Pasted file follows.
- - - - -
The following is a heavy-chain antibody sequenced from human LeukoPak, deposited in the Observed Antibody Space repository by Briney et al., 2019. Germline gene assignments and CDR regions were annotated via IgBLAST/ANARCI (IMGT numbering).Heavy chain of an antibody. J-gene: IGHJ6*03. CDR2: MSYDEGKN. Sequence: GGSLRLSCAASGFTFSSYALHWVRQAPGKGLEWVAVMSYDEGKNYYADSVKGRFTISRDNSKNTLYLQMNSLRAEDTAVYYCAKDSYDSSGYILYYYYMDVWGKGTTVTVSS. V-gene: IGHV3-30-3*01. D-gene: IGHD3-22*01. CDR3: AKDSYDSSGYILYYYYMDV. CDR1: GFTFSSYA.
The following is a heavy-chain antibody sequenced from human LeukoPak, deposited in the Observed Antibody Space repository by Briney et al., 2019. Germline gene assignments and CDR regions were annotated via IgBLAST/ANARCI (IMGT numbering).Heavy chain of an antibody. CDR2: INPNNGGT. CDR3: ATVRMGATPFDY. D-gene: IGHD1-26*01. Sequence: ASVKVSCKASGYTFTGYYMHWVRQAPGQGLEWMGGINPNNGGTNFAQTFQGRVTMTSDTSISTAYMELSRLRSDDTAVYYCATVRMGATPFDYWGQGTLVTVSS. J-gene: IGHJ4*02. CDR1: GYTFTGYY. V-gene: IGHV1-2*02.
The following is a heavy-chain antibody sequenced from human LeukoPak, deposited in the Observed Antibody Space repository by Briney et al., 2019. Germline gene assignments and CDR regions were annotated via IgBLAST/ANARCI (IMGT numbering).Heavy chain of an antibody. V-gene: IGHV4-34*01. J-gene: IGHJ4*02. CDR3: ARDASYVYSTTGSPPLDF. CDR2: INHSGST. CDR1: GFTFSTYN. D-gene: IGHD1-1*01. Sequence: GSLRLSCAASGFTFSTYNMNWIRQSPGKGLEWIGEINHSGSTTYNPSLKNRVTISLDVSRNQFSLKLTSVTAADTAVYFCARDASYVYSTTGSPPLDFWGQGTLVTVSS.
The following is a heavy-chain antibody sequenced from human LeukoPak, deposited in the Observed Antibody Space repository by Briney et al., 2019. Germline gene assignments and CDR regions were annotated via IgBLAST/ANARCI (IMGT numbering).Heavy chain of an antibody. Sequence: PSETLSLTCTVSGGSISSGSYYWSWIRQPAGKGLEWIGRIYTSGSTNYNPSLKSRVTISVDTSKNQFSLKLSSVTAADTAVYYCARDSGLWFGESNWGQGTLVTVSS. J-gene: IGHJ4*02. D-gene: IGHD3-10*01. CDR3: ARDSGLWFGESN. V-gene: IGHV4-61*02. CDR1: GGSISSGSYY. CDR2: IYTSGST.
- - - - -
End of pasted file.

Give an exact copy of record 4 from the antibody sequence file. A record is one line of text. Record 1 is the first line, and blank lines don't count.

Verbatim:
The following is a heavy-chain antibody sequenced from human LeukoPak, deposited in the Observed Antibody Space repository by Briney et al., 2019. Germline gene assignments and CDR regions were annotated via IgBLAST/ANARCI (IMGT numbering).Heavy chain of an antibody. Sequence: PSETLSLTCTVSGGSISSGSYYWSWIRQPAGKGLEWIGRIYTSGSTNYNPSLKSRVTISVDTSKNQFSLKLSSVTAADTAVYYCARDSGLWFGESNWGQGTLVTVSS. J-gene: IGHJ4*02. D-gene: IGHD3-10*01. CDR3: ARDSGLWFGESN. V-gene: IGHV4-61*02. CDR1: GGSISSGSYY. CDR2: IYTSGST.